TORONTO – One in five Canadians think women who are drunk invite sexual assault, according to the results of a survey released Tuesday.
According to the poll, conducted by the Canadian Women’s Foundation, 19 per cent of respondents said women need to be aware of what they are wearing and how much alcohol they are drinking.
Nearly one-quarter of the 19 per cent were people between 18 and 34 years old.
“The belief that women are responsible for sexual assault because of their actions or appearance is still common in our society,” said Anu Dugal, Director of Violence Prevention at the Canadian Women’s Foundation, in a release, “and can cause women who have suffered abuse to stay silent and often feel responsible for what happened to them.
“Canadians must stop questioning and blaming sexual assault victims and start asking why some men rape women.”
The survey also revealed 15 per cent of Canadians believe women encourage sexual assault by flirting and 11 per cent think women can provoke sexual assault when they wear short skirts.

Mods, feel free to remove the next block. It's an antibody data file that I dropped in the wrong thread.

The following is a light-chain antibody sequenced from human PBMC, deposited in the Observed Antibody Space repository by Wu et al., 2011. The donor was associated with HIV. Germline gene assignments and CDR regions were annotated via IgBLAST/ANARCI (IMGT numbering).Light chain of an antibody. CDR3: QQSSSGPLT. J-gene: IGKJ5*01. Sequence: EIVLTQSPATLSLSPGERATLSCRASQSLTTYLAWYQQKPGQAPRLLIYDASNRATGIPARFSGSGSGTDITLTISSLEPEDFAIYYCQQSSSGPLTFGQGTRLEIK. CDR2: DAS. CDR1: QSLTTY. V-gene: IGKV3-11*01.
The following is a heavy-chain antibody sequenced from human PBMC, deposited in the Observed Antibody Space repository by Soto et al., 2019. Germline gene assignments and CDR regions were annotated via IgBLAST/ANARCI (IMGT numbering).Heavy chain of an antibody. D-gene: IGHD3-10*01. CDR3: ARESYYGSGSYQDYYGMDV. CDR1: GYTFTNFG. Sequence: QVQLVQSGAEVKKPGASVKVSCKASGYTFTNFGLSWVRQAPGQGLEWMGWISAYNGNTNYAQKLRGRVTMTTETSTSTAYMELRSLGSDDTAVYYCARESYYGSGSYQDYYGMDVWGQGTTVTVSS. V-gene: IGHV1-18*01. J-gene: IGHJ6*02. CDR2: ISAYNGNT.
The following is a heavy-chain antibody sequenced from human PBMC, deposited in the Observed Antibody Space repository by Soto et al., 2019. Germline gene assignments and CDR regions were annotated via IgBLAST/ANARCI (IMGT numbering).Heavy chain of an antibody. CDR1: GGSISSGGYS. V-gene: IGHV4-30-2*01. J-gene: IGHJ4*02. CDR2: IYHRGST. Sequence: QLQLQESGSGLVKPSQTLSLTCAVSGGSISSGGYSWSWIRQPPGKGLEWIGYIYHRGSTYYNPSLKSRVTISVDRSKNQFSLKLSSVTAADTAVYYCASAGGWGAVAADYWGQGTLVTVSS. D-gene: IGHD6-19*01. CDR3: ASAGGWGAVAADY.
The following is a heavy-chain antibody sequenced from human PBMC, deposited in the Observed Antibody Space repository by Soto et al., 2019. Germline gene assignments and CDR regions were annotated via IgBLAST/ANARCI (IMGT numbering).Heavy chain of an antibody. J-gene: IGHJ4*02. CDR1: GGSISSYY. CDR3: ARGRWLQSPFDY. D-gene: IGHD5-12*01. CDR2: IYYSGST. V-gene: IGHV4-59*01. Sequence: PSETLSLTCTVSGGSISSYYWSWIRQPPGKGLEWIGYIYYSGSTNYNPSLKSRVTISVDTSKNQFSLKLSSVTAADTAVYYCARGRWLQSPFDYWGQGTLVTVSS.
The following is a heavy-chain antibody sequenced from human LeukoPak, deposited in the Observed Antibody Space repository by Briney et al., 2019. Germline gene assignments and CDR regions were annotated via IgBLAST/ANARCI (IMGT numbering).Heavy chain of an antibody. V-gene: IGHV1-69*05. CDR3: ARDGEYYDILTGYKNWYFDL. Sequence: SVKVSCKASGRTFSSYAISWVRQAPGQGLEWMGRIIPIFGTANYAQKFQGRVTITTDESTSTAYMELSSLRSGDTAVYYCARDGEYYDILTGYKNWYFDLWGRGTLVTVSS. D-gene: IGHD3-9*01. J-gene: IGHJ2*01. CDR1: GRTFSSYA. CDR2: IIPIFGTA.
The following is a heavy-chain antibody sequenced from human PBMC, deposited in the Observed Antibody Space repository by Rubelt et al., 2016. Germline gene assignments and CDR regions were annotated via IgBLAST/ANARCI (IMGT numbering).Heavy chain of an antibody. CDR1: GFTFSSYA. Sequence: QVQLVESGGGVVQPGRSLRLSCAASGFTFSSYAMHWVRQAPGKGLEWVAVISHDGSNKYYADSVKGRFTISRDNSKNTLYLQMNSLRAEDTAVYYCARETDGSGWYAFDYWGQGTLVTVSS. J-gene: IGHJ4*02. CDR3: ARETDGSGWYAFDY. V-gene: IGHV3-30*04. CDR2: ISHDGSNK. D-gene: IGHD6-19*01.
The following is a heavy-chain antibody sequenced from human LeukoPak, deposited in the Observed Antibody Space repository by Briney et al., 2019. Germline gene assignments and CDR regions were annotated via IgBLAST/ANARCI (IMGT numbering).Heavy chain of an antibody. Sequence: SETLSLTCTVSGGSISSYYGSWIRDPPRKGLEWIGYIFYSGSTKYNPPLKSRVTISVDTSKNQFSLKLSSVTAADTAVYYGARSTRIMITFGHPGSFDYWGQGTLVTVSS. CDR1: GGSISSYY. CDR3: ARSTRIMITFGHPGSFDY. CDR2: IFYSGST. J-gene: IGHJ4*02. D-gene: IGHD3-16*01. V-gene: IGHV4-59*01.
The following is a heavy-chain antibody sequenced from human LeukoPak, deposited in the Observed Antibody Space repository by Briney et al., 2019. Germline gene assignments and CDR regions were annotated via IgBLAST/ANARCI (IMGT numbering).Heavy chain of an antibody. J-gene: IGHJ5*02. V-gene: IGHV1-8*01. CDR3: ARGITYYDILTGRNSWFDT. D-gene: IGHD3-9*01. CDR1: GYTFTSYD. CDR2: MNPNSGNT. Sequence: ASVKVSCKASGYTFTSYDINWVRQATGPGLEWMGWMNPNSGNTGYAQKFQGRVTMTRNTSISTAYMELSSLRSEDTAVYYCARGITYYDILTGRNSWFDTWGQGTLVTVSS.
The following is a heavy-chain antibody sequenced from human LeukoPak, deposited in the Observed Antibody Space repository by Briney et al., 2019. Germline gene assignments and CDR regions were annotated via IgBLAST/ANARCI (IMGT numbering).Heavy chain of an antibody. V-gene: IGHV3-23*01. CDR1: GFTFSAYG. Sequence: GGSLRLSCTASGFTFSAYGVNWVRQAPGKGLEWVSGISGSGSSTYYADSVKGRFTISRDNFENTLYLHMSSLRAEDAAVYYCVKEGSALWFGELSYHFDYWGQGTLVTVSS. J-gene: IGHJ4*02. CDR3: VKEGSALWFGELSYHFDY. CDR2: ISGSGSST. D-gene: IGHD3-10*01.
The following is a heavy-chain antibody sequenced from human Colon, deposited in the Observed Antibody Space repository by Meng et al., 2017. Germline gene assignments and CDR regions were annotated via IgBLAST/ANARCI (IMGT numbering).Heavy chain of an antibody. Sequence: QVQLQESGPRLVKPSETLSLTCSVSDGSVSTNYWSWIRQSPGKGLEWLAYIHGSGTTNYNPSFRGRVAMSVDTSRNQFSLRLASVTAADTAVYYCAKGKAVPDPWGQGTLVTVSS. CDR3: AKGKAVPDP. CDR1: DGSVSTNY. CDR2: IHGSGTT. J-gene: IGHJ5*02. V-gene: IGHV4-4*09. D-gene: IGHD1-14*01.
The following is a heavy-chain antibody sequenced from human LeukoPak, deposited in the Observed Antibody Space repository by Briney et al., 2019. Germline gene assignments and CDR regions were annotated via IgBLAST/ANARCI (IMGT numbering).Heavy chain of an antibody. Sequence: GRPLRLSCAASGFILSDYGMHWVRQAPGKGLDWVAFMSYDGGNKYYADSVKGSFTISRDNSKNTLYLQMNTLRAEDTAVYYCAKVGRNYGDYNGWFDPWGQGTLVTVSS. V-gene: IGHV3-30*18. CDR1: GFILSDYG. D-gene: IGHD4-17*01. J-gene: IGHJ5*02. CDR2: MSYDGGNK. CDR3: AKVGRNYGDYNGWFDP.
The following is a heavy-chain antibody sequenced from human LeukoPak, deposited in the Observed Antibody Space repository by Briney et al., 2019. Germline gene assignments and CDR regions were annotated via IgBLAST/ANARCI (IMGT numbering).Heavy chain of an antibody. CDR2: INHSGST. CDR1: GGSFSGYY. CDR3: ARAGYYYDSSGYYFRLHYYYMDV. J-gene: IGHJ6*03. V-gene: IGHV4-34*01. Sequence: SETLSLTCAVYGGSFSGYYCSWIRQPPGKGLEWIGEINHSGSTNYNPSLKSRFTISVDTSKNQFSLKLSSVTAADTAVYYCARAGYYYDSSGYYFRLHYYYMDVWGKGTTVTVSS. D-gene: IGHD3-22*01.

“These results show that many Canadians have incorrect and problematic ideas about the root causes of sexual abuse,” said Dugal.
A sexual assault is defined as any unwanted sexual touching, kissing, hugging, molestation, rape and attempted rape.
The online survey was conducted in February among 1,008 randomly selected Canadian adults who are Angus Reid Forum panelists, and has a margin of error of +/- 3.1 per cent, 19 times out of 20.
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